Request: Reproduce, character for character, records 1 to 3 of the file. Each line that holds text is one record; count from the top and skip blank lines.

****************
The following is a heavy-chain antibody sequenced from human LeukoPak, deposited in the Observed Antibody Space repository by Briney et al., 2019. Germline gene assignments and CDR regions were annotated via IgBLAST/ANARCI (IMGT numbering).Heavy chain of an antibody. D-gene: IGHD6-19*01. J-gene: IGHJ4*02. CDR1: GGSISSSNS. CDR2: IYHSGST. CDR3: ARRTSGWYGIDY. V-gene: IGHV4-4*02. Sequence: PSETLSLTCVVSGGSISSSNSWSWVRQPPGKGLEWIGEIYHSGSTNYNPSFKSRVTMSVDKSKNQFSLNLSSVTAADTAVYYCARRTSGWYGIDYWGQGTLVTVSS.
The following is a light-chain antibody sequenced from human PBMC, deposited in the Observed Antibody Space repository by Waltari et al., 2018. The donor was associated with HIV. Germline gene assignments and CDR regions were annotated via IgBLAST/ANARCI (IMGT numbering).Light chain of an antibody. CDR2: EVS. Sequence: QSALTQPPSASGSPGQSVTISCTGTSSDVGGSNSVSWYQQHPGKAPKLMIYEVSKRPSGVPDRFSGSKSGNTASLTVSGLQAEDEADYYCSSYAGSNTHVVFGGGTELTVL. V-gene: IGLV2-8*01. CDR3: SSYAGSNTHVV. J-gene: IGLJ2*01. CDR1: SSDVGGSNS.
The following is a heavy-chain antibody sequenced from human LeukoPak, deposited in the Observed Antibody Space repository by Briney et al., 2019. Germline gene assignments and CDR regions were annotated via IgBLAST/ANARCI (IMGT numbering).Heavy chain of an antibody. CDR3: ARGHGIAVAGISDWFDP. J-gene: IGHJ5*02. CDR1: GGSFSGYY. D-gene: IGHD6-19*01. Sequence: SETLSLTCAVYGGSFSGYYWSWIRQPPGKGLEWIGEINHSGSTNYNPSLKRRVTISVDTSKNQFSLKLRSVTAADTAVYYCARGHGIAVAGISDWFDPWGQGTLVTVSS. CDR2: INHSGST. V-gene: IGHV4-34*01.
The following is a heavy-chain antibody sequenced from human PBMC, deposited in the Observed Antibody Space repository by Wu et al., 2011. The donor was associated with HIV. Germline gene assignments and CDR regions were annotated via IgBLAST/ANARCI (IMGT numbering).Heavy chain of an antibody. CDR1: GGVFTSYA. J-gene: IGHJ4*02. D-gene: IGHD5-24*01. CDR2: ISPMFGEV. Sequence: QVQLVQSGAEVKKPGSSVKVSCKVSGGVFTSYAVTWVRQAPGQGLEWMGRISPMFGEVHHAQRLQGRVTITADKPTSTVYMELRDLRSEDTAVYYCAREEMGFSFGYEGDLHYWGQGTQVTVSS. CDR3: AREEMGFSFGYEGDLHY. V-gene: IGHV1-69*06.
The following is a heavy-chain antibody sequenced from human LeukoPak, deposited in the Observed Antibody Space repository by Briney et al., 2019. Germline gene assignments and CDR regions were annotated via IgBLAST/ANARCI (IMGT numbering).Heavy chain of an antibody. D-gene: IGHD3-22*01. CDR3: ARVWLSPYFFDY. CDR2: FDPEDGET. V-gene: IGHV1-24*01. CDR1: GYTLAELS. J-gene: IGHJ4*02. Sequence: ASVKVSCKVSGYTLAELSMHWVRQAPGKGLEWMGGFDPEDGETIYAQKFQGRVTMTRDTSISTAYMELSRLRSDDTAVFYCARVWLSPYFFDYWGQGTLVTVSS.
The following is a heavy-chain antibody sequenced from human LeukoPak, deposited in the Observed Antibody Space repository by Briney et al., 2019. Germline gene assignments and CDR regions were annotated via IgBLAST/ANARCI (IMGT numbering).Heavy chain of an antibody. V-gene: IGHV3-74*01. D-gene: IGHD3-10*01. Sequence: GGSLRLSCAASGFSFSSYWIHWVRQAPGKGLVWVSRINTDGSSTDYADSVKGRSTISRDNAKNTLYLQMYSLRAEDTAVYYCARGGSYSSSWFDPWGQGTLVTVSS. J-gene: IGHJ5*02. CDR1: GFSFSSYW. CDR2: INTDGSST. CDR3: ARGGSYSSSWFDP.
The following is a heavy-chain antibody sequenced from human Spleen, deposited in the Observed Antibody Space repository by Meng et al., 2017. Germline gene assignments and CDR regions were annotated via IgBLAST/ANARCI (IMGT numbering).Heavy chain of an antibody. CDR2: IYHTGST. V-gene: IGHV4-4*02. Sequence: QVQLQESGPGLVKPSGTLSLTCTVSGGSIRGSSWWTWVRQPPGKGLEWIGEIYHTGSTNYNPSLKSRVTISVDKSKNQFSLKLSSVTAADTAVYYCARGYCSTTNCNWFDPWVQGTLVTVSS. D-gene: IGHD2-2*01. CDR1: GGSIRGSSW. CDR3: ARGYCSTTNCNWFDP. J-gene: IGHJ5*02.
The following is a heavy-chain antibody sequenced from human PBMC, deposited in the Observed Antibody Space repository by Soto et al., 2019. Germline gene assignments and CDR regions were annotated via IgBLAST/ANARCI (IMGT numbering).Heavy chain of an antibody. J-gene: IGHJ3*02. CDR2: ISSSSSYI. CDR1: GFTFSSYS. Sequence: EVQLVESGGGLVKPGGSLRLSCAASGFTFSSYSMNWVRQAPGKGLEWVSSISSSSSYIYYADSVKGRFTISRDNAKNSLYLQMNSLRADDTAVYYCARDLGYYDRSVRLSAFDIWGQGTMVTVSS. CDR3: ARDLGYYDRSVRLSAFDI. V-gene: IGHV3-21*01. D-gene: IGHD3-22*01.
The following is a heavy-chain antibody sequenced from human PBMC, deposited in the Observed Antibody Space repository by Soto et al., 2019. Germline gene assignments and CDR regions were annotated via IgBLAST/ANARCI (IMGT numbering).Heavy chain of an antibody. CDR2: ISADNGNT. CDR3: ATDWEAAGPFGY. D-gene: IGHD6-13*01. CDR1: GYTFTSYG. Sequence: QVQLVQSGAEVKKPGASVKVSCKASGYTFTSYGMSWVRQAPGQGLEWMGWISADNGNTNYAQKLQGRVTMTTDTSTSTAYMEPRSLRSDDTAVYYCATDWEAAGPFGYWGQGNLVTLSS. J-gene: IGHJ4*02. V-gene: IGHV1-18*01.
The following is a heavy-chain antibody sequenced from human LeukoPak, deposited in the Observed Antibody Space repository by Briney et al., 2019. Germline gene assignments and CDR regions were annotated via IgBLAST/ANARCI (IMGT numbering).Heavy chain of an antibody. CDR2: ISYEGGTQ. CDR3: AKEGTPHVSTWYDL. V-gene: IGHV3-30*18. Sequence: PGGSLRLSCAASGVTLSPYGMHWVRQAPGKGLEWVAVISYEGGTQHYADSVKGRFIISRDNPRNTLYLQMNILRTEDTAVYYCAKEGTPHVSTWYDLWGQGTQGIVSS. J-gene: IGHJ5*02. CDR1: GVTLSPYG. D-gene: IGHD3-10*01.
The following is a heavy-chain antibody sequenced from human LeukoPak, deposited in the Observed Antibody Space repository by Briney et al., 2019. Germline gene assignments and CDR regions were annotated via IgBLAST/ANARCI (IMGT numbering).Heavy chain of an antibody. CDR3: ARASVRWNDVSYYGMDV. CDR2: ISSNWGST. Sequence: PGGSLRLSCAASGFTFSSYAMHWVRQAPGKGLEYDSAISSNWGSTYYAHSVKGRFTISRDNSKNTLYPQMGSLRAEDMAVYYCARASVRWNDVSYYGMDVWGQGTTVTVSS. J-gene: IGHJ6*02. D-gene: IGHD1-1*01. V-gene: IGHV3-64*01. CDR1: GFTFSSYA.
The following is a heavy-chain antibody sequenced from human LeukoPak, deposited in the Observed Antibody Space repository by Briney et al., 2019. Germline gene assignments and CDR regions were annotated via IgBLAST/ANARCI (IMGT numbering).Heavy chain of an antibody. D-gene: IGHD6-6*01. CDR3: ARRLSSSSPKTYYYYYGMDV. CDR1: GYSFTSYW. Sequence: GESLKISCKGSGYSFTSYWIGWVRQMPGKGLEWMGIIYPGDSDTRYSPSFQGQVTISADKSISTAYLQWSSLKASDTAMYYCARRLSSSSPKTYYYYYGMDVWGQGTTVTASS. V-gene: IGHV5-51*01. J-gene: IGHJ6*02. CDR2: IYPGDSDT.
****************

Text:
The following is a heavy-chain antibody sequenced from human LeukoPak, deposited in the Observed Antibody Space repository by Briney et al., 2019. Germline gene assignments and CDR regions were annotated via IgBLAST/ANARCI (IMGT numbering).Heavy chain of an antibody. D-gene: IGHD6-19*01. J-gene: IGHJ4*02. CDR1: GGSISSSNS. CDR2: IYHSGST. CDR3: ARRTSGWYGIDY. V-gene: IGHV4-4*02. Sequence: PSETLSLTCVVSGGSISSSNSWSWVRQPPGKGLEWIGEIYHSGSTNYNPSFKSRVTMSVDKSKNQFSLNLSSVTAADTAVYYCARRTSGWYGIDYWGQGTLVTVSS.
The following is a light-chain antibody sequenced from human PBMC, deposited in the Observed Antibody Space repository by Waltari et al., 2018. The donor was associated with HIV. Germline gene assignments and CDR regions were annotated via IgBLAST/ANARCI (IMGT numbering).Light chain of an antibody. CDR2: EVS. Sequence: QSALTQPPSASGSPGQSVTISCTGTSSDVGGSNSVSWYQQHPGKAPKLMIYEVSKRPSGVPDRFSGSKSGNTASLTVSGLQAEDEADYYCSSYAGSNTHVVFGGGTELTVL. V-gene: IGLV2-8*01. CDR3: SSYAGSNTHVV. J-gene: IGLJ2*01. CDR1: SSDVGGSNS.
The following is a heavy-chain antibody sequenced from human LeukoPak, deposited in the Observed Antibody Space repository by Briney et al., 2019. Germline gene assignments and CDR regions were annotated via IgBLAST/ANARCI (IMGT numbering).Heavy chain of an antibody. CDR3: ARGHGIAVAGISDWFDP. J-gene: IGHJ5*02. CDR1: GGSFSGYY. D-gene: IGHD6-19*01. Sequence: SETLSLTCAVYGGSFSGYYWSWIRQPPGKGLEWIGEINHSGSTNYNPSLKRRVTISVDTSKNQFSLKLRSVTAADTAVYYCARGHGIAVAGISDWFDPWGQGTLVTVSS. CDR2: INHSGST. V-gene: IGHV4-34*01.